The Lake Nyos disaster was a carbon dioxide eruption that killed over 1,700 people in Cameroon on Aug. 26, 1986. Carbon dioxide trapped near the bottom of Lake Nyos rose to the surface and escaped into the atmosphere, suffocating people who lived near the lake. The exact cause of the eruption was never determined, but a pump was installed in 2001 to degas the lake and help prevent future eruptions.
Only three lakes in the world have been determined to be capable of a carbon dioxide eruption. All three are in Africa and include Lake Nyos and Lake Monoun in Cameroon and Lake Kivu on the border between Rwanda and the Democratic Republic of the Congo. Lake Monoun suffered a similar eruption in 1984, in which 37 people died. Lake Kivu's last eruption was prior to the beginning of recorded history, but geological records indicate that it has erupted in the past.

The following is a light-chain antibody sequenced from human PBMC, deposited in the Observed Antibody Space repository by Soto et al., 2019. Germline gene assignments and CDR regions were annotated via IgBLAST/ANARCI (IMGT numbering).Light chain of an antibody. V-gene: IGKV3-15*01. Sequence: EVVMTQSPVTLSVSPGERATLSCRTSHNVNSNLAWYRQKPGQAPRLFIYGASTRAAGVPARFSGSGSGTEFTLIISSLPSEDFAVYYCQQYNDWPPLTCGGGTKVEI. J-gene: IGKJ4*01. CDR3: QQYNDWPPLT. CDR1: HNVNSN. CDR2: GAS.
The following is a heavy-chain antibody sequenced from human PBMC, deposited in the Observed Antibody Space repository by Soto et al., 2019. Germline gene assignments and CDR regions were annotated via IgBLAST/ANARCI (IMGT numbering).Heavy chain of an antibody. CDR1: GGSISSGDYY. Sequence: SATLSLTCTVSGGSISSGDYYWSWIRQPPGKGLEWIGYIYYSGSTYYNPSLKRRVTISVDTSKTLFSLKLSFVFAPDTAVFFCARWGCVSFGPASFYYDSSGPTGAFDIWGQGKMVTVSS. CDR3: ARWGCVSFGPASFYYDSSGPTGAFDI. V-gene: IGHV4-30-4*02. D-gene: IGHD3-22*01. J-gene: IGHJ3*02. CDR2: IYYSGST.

A pump similar to the one in Lake Nyos was also placed in Lake Monoun, but no degassing system has been installed in Lake Kivu. Measurements of dissolved gases in both lakes indicated that, despite the pump systems, both lakes had the potential to erupt again. Funds have been allocated to improve eruption prevention in both lakes.